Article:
Marcia Hafif, an artist best known for monochromatic paintings that explored the intersection of color, brush stroke, surface and light, died on April 17. She was 89.
The Fergus McCaffrey gallery, which represented her, announced the death. It did not say where she died or specify the cause.
In a career that spanned some 60 years, Ms. Hafif exhibited throughout Europe and the United States, experimenting with Pop Art, video, text-based works and more. Beginning in the 1970s, though, much of her focus was on monochromatic painting.
“Marcia Hafif will always be known for her relentless investigation of color, with monochrome painting, always square and modestly scaled, as her preferred vehicle,” Michael Ned Holte, co-director of the School of Arts at the California Institute of the Arts, said in a statement. “But Marcia’s true gift was patient and astute observation — not just to color and its wild potential, but to the weeds that appeared in her Laguna yard, which she photographed, and to language, which she marshaled into experimental texts and provocative essays.”
Marcia Jean Woods was born on Aug. 15, 1929, in Pomona, Calif., to Harold and Martha Eye Woods. Her mother ran a nursery school and was a substitute teacher.
She received a bachelor of arts degree from Pomona College in 1951. At her death she was working on her first show on the campus, at the Pomona College Museum of Art. It is to open in September.
Also in the early 1950s, she married Herbert Hafif. The marriage ended in divorce after a decade. She taught elementary school for a time while doing graduate study in art history at Claremont Graduate University.
“I realized I wasn’t an art historian, but an artist,” she told The Los Angeles Times in 2015.
Living in Los Angeles, she occasionally worked at the Ferus Gallery near her home. An exhibition of paintings by Giorgio Morandi, an Italian painter known for still lifes of simple objects, was transformative.
“When I first saw them, I thought, ‘Why do these simple paintings command such a big price?’ ” she said. “But then I saw that there was this rigor to his repetition. There were these surprising differences in shadow, volumes that disappeared. There was a movement to them.”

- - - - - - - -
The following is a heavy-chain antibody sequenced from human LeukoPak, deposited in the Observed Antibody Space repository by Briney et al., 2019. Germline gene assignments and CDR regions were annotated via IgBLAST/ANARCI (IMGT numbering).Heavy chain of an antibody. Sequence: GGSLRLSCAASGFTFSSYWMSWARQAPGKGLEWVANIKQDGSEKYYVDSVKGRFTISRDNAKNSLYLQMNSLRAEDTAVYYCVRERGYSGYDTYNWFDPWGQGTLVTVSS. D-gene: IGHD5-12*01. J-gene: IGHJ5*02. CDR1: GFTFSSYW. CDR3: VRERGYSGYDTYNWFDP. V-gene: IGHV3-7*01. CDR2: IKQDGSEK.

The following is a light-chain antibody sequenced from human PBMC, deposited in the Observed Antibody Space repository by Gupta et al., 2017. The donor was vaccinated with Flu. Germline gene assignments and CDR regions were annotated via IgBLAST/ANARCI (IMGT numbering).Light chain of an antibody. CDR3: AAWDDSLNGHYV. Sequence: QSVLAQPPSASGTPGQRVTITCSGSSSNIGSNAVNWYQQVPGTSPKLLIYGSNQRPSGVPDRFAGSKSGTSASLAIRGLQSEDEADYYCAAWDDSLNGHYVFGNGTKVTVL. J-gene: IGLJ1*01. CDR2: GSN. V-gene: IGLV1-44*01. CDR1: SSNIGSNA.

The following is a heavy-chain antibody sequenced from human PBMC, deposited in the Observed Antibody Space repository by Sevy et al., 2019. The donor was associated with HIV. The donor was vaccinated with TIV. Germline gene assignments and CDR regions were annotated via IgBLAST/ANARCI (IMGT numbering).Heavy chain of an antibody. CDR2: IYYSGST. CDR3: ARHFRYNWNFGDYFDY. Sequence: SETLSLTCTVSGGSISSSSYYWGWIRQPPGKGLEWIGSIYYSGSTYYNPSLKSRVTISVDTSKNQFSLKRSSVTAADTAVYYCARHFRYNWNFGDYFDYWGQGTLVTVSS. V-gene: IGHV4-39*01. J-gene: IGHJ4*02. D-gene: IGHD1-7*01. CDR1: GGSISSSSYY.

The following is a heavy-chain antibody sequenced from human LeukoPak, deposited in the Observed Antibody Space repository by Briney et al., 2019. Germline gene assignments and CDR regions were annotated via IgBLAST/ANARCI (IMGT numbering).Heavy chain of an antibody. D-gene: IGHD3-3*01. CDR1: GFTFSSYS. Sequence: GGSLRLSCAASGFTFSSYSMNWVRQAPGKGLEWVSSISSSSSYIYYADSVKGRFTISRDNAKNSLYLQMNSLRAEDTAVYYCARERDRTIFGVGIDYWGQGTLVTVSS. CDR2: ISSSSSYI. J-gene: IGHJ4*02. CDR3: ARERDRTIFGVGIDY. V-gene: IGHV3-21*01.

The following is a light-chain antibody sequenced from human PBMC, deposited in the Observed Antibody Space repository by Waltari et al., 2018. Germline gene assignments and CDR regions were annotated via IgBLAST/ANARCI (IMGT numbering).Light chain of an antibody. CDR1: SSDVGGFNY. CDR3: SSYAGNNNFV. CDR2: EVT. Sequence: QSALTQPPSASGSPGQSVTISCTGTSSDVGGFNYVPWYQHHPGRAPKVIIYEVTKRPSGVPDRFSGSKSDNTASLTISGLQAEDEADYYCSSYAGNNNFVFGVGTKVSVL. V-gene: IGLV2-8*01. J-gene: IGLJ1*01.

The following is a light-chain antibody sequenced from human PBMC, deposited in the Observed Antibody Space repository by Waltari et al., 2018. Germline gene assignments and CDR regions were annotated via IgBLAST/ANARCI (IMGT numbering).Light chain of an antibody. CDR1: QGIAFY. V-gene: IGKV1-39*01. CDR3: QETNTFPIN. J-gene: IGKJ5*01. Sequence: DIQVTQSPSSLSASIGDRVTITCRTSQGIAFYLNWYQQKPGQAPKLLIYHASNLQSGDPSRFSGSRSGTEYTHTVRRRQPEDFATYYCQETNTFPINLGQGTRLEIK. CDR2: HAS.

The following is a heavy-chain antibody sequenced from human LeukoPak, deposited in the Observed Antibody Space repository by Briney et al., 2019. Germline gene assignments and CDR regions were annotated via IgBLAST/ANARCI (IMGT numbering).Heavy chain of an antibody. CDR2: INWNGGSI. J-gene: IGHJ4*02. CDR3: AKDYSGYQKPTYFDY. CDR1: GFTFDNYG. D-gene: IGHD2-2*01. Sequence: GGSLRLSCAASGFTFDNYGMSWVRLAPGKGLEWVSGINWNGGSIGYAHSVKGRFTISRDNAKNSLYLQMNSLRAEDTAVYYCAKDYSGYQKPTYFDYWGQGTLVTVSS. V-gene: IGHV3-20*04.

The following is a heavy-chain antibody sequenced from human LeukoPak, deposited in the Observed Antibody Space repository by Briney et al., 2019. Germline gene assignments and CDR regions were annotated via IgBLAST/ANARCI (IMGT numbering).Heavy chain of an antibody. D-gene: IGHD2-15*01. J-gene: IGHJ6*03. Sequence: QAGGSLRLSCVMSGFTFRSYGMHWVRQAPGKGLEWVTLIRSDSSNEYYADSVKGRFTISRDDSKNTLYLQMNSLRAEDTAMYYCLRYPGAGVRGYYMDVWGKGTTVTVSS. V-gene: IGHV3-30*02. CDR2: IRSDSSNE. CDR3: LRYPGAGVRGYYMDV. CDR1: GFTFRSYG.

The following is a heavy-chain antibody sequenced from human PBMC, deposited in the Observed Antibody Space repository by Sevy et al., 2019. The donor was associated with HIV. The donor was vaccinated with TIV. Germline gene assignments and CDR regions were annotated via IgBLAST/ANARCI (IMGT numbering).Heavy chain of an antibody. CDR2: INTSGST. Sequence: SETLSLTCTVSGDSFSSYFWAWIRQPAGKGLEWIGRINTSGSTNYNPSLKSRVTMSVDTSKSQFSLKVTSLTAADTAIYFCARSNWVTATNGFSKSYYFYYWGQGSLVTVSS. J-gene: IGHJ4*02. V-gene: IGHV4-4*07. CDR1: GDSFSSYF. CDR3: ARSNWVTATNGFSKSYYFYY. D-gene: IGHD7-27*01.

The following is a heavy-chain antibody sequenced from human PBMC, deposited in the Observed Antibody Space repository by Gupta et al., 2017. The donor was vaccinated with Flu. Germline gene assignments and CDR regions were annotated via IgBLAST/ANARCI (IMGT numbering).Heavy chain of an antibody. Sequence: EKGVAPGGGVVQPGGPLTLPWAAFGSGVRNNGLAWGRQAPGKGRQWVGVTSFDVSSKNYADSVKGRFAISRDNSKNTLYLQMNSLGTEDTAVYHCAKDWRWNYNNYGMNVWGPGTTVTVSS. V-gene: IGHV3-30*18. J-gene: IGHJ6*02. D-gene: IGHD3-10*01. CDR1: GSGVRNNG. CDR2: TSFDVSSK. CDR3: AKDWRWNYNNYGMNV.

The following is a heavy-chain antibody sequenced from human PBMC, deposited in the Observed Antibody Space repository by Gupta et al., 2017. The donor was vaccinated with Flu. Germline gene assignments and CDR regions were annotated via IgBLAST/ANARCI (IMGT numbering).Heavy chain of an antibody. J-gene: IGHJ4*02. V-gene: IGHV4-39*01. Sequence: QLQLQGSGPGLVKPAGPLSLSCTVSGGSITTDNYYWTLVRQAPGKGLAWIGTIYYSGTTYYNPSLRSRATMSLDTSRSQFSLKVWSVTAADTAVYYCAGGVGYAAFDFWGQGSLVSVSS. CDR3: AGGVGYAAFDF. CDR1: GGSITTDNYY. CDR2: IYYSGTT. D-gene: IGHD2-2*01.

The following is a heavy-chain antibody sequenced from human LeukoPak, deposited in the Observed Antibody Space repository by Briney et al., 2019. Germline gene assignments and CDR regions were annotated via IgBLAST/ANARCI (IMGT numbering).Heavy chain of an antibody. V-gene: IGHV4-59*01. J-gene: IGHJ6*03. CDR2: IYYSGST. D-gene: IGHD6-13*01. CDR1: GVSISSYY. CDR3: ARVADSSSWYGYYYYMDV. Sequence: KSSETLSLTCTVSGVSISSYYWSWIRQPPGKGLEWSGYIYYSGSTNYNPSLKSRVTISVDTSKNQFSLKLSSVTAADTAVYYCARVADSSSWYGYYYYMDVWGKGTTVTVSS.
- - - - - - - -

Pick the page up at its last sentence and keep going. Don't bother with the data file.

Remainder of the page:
In the early 1960s Ms. Hafif moved to Rome, having become intrigued by Renaissance painting while studying art history. She began painting abstract works there and had several gallery shows, including in Rome and Venice. In 2016 those early works were displayed at Fergus McCaffrey in New York in a show called “The Italian Paintings: 1961-1969.” Ken Johnson, writing in The New York Times, said that they “channel the groovy hedonism of their time with terrific panache.”
In 1969, Ms. Hafif returned to the United States to attend the University of California at Irvine, where she earned a master of fine arts degree in 1971.
“I took those two years at U.C.I. to explore other things, to see, read, study, meet people, make work,” she told The Orange County Register in 2011. “That was extremely useful to me and changed my way of thinking about painting. Afterward, I went back to painting, but I was painting with a different view.”
She began doing color studies, experimenting with works of a single color and with grouping such works together to achieve an effect. In one, “An Extended Gray Scale” (1972-73), she painted as many gradations from black to white as she could come up with — 106, as it turned out, each a 22-by-22-inch canvas.
In a 1978 essay in Artforum called “Beginning Again,” she explored the complexities of monochromatic painting, discussing how the works of the various artists painting in that mode varied widely, by choice of canvas, type of brush strokes, even how the work was hung. Such paintings, she wrote, were not something you viewed as an illusion of some reality, but as an objects in their own right.
“The eye stops on the surface, where once it expected to go within,” she wrote. “Where we used to read a surface, ignoring the material it was made of, we now look at that surface’s very materiality.”
Ms. Hafif is survived by a son, Peter Nitoglia, and four grandchildren.
Ms. Hafif came to refer to many of her works collectively as “the Inventory,” a grouping that grew to include 26 different series with titles like “Neutral Mix Paintings” (1976) and “Shade Paintings” (2013-18). She liked to see what different types of paint did on different surfaces. She painted in oil, in enamel, in egg tempura; she painted on canvas, on wood, on walls. Her paintings could be small, or quite large, as were the ones in “From the Inventory: Black Paintings, 1979-1980,” a show at the Newman Popiashvili Gallery in Manhattan in 2010.
“Each of the four paintings here, all measuring 7 feet by 6½ feet, has its own qualities of tone and texture,” Roberta Smith wrote of that show in The Times, “nearness and farness, like various night skies. Their differences, while subtle, emerge without undue taxation and with a deeply characteristic Hafifian earnestness that seems to say: Just do it and mean it; it will be new enough.”